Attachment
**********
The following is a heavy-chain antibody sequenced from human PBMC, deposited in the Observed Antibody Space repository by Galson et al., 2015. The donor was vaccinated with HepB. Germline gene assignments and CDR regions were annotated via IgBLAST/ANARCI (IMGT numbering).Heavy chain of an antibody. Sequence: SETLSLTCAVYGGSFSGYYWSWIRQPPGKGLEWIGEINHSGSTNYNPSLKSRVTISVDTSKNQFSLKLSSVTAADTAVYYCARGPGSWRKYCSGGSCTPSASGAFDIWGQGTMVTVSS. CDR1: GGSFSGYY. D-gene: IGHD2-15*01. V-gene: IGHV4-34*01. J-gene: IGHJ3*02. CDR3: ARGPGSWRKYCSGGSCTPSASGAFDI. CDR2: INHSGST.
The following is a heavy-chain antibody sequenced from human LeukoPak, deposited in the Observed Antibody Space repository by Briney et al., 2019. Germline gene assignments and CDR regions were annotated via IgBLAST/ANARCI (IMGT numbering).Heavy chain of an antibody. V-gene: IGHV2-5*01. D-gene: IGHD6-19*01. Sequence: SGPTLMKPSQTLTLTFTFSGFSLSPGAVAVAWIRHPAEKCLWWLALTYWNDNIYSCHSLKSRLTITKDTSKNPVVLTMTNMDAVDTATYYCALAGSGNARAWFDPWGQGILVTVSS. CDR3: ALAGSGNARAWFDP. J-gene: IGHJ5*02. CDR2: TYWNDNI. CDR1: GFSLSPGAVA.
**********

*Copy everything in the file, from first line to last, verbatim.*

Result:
The following is a heavy-chain antibody sequenced from human PBMC, deposited in the Observed Antibody Space repository by Galson et al., 2015. The donor was vaccinated with HepB. Germline gene assignments and CDR regions were annotated via IgBLAST/ANARCI (IMGT numbering).Heavy chain of an antibody. Sequence: SETLSLTCAVYGGSFSGYYWSWIRQPPGKGLEWIGEINHSGSTNYNPSLKSRVTISVDTSKNQFSLKLSSVTAADTAVYYCARGPGSWRKYCSGGSCTPSASGAFDIWGQGTMVTVSS. CDR1: GGSFSGYY. D-gene: IGHD2-15*01. V-gene: IGHV4-34*01. J-gene: IGHJ3*02. CDR3: ARGPGSWRKYCSGGSCTPSASGAFDI. CDR2: INHSGST.
The following is a heavy-chain antibody sequenced from human LeukoPak, deposited in the Observed Antibody Space repository by Briney et al., 2019. Germline gene assignments and CDR regions were annotated via IgBLAST/ANARCI (IMGT numbering).Heavy chain of an antibody. V-gene: IGHV2-5*01. D-gene: IGHD6-19*01. Sequence: SGPTLMKPSQTLTLTFTFSGFSLSPGAVAVAWIRHPAEKCLWWLALTYWNDNIYSCHSLKSRLTITKDTSKNPVVLTMTNMDAVDTATYYCALAGSGNARAWFDPWGQGILVTVSS. CDR3: ALAGSGNARAWFDP. J-gene: IGHJ5*02. CDR2: TYWNDNI. CDR1: GFSLSPGAVA.